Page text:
I’ve been doing a pretty fair bit of gaming lately. Mostly computer gaming, but a bit of Zosias too. It feels like a lot, but the truth is I’m gaming less than I had been; I’ve basically dropped out of World of Warcraft for the time being, and that game is the sort of time sink where you don’t even realize you’re losing time until you’ve been performing some mind-numbing task for eight hours. It’s . . . kind of like a job, really, and I just haven’t been in the mood for it lately. I have been playing a fair amount of Minecraft, but now it’s Minecraft and splotches of other games, not Minecraft and WoW. Those two are a lethal combination.
I’ve been keeping an eye on the Steam specials, and earlier this week Braid went on sale for about $3. Well, 2d platformers are the secret love of my heart, and I’ve been wanting to try Braid for awhile, so I snapped it up. It’s not very long — I finished it earlier today (well, yesterday by the time you read this) and it only took me about 5 hours total. That was with a fair amount of faffing around and a couple of puzzles that really burnt my brain out, but had I cut that I probably would still have needed . . . four, four and a half hours? I’m bad at estimating time.
Braid was a real breath of fresh air. This isn’t to say I’ve been playing a lot of bad games lately — quite the opposite — but I don’t remember the last time I ran across a 2d platformer that delighted me this much. Well, that’s a lie; it was probably Cave Story; but as much as I like Cave Story, it’s really a very different type of game. Cave Story is Metroidvania; Braid is a puzzle game. I’m tempted to compare it to The Lost Vikings, but other than them both being 2d platformer puzzle games, they’re not very much alike.
I feel that I should clarify that. Both are 2d platformer puzzle games, but they have very different types of puzzles. And very different tones.
In short: Braid was excellent. Even having solved the puzzles, it’s worth playing again at least a couple of times, which is more than I can say for a lot of puzzle games. The story was excellent, and it didn’t intrude on the gameplay like so many do. It had one of the best finales I’ve seen in any game, ever.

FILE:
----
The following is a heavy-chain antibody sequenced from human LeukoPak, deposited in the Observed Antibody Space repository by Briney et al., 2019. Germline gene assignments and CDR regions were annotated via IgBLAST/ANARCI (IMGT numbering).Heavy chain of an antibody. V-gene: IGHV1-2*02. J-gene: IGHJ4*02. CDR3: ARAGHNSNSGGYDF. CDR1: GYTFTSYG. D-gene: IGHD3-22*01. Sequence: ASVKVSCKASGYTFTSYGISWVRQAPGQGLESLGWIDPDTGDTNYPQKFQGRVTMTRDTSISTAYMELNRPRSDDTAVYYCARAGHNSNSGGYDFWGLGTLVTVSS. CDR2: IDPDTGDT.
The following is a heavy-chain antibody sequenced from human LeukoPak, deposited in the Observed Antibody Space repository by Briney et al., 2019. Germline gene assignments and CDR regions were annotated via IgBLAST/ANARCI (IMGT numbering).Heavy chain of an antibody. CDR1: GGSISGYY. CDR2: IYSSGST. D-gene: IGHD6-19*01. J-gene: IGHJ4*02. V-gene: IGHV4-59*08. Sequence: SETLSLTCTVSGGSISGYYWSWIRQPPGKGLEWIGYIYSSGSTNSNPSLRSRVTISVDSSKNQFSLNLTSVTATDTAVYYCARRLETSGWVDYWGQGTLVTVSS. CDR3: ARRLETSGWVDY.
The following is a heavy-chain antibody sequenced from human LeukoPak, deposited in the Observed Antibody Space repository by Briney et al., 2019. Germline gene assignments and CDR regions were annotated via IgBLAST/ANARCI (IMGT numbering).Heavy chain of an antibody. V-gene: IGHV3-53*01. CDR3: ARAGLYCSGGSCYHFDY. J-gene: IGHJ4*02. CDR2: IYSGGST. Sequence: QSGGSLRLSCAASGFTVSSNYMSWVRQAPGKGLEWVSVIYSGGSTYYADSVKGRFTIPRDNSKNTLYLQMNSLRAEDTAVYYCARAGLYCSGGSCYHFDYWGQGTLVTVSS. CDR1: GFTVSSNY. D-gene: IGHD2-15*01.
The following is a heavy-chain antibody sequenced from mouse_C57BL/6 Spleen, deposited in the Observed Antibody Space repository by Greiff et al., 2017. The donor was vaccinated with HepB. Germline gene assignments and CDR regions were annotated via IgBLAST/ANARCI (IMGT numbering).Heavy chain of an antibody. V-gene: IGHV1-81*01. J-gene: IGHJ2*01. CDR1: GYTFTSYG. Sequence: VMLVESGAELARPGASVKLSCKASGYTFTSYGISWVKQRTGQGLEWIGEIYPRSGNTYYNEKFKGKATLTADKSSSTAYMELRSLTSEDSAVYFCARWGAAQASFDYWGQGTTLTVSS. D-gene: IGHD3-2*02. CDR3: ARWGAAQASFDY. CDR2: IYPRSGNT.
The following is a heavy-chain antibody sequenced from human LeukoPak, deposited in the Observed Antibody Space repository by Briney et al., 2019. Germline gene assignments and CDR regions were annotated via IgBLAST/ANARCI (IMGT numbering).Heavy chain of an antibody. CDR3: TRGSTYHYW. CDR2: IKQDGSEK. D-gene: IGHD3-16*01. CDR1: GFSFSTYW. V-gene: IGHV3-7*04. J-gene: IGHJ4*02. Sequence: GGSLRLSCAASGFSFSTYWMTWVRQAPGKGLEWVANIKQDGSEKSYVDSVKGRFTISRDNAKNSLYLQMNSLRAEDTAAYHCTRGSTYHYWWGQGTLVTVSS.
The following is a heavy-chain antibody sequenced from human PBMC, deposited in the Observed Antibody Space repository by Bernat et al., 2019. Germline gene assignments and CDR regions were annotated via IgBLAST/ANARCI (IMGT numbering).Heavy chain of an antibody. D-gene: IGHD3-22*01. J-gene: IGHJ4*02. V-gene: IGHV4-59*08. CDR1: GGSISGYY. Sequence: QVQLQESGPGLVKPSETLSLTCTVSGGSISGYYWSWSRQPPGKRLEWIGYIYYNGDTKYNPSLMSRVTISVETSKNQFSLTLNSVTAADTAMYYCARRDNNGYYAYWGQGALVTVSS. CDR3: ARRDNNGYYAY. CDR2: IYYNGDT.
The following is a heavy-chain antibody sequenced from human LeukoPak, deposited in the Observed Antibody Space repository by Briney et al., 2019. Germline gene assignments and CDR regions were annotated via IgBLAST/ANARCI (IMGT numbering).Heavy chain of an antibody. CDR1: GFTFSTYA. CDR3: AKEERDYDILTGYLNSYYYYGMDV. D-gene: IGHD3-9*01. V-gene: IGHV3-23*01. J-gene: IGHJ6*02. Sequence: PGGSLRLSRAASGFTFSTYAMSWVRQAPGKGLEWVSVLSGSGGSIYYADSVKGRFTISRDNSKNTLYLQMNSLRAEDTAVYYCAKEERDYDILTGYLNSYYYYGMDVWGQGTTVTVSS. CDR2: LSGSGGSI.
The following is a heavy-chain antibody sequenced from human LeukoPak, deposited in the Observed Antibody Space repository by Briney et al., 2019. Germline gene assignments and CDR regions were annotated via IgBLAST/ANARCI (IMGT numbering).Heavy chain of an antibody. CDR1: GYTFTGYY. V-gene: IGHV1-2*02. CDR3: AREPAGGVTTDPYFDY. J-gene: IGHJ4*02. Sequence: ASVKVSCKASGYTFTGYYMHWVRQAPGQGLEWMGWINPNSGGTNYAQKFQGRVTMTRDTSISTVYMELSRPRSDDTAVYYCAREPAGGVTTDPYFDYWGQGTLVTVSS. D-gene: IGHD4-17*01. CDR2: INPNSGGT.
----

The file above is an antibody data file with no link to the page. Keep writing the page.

Actually, I’m going to take a moment and talk about the finale. No spoilers, I promise, though that does make it a bit harder to talk about.
There’ve been a lot of people around saying that games can’t be art lately (if by “lately” we mean “in the last few years”). This is an old and worn-out debate, in Internet time, and I’m not going to get too far into it. They’re entitled to their opinion. But if you’re one of the folks with that opinion, and you’re at all amenable to being swayed, I humbly recommend that you play Braid. Don’t stop in the middle somewhere when you can’t get to one of the bloody puzzle pieces, though you will probably get quite frustrated a couple of times. Finish the game. Play through the finale. Maybe it won’t change your mind, maybe it will, but for me? That’s the very definition of games-as-art. That finale wouldn’t have worked nearly as well without the game mechanic that the game is built around. It could have been done in another form, in much the same way that a good book can be turned into a good movie — but, just as with any conversion between art forms, it would have had to have been done much differently. I don’t know that the impact could have carried over as well. Because in games, it’s not about what you see done — it’s about what you do.
So: five hours of damn good entertainment, lots of great puzzles, and the best and most artistic finale I’ve ever seen in a video game. That’s $3 well-spent. I’d recommend it to anyone for that price. The usual $10 tag is a bit higher than I’ll usually go on a lark, but I’ll say that I’ve gone to the movies and spent $10 on two hours of relative misery before, and this is a way better deal.
Current Music: Guns & Roses, Welcome to the Jungle, and then Linkin Park’s What I’ve Done, via Pandora. Both songs that I enjoy a great deal.